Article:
What's your take on South Africa and the political leadership on HIV/AIDS there during the '90s, and [President Thabo] Mbeki's stand in particular?
Well, South Africa, just as in many other African countries, we've wasted enormous amounts of time and at the expense of many lives because the top leadership did not recognize that AIDS is such an exceptional threat basically to survival, to the survival of the nation.
On the one hand I understand that. There is really no precedent in history of an epidemic like AIDS. And African countries are struggling with extreme poverty, civil wars, stability, coming out of colonialism -- just name it. There are enough excuses, and retrospectively it's easier to say, "We should have done that," and so on. But who in the Western world had foreseen that this would take on such dimensions?
But the fact is that we've wasted so much time, and I think a country like South Africa has more resources -- money and skilled people -- than any other country in Africa and could have really taken on this epidemic, say, five years ago at least, and made a difference, including in terms of treatment.
I think they're doing quite a good job in terms of HIV prevention. The results are not there yet. But AIDS is very visible; there are lots of campaigns. But offering treatment to the 5 million people who are infected, that should have started much earlier.
Why was it decided to hold [the 2000 International AIDS Conference] in Durban, and what was the impact of that conference?
It was a decision that was made when I was the president of the International AIDS Society for several years and so involved in the planning of the conferences. Up to then, no AIDS conference had happened in the developing world, and we really wanted to have it in Africa because of the emergence of the epidemic in Africa. Two, South Africa had just been freed of apartheid. It has an infrastructure there, etc.
It was a very difficult conference, but also I think a historic conference because of the difficulties. The opening ceremony of the conference, which was in a cricket stadium, was pretty traumatic in a sense, and dramatic, [in] that President Mbeki gave a speech which was very disappointing for many of us, and I had to speak right after him. It was not my best moment, because hiding my disappointment was not so easy.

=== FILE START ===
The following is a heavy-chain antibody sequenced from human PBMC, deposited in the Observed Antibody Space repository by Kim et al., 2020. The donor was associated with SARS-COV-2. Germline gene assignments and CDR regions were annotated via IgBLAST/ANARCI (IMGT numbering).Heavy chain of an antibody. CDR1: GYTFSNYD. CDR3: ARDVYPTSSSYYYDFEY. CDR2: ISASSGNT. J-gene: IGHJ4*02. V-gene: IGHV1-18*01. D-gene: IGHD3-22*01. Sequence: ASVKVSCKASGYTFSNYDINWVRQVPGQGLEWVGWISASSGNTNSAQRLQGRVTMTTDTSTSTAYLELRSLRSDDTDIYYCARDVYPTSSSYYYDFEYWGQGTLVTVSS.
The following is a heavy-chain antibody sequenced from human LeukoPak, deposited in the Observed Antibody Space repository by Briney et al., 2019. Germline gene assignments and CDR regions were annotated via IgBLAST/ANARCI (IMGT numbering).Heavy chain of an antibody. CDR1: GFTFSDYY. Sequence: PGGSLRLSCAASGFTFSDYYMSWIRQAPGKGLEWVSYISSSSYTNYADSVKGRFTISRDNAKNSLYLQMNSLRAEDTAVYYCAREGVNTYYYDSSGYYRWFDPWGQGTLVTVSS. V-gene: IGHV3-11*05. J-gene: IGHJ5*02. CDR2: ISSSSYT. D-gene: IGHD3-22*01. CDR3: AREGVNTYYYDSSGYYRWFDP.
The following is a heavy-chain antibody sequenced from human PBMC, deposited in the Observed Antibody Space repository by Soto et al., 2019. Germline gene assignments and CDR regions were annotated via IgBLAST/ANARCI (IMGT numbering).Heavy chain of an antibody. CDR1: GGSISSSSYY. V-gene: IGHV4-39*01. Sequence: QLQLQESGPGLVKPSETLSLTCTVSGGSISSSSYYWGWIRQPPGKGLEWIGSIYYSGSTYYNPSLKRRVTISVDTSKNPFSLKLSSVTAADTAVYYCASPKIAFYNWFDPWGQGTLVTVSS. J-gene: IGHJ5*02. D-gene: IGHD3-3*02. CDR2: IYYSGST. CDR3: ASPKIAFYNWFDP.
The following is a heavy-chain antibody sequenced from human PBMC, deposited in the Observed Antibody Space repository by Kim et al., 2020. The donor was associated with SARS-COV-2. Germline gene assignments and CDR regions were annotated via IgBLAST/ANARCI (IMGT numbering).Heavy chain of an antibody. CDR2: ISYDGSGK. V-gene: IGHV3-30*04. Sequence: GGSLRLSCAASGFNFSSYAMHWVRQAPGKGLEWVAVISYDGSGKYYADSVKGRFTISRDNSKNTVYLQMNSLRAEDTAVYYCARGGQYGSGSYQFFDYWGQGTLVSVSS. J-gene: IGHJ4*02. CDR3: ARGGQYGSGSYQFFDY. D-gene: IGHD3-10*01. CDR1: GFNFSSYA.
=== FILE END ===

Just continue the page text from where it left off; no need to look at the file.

But the fact [was] that for the first time, the epidemic in Africa got really worldwide coverage in the media. It had built up, and we had been working with a lot of media, and there had been a series in The New York Times and so on right before, so it was already building up.
Secondly, the debate on access to treatment in developing counties really got into the open. I remember very well when there was a conference in Vancouver in '96 when it became clear that there was effective treatment available -- not a cure, but treatment. I gave a speech there also in the opening, and I immediately said, "Let's make sure that we do not exclude the majority of people living with HIV from that treatment." But nobody paid attention to that, because the agenda was "Let's get as many people as possible on treatment in the developed world." AIDS activists hadn't shown the slightest interest in AIDS in Africa, in the developing world. That was coming later, when treatment was accessible.
So the conference in Durban really was a breakthrough in terms of putting AIDS treatment on the agenda. At that time there were only three instances that were fighting for treatment. Besides UNAIDS, it was France and Brazil. WHO was not at all engaged in treatments; it [was] prevention, prevention. All the donors -- prevention, prevention. The government of South Africa, the government of India all said prevention, prevention only. And of course prevention is essential. But that was a very lonely time, and the conference in Durban was really for me a turning point, which was then followed by the special session of the U.N. General Assembly, where for the first time we succeeded in having access to treatment endorsed as an integral part of the response to AIDS.
That was the politically defining moment. Let's say Durban was the hype and putting it on the agenda, and then in the General Assembly we could gel that in a political way. And there also it was very fragile. We had all-night sessions just on making sure that treatment was included in it.
I think what we've seen as of 2000 is more or less a building up of a momentum. For example, January 2000 was a debate in the U.N. Security Council, with Ambassador [Richard] Holbrooke chaired by Vice President Gore, then vice president. [That] was the first time that the Security Council debated on something that was not war and peace. That was a breakthrough because it opened so many doors, and presidents, prime ministers say, "Ooh, it was debated in the Security Council; this must be a serious problem," which was ridiculous, but I literally got that kind of reaction.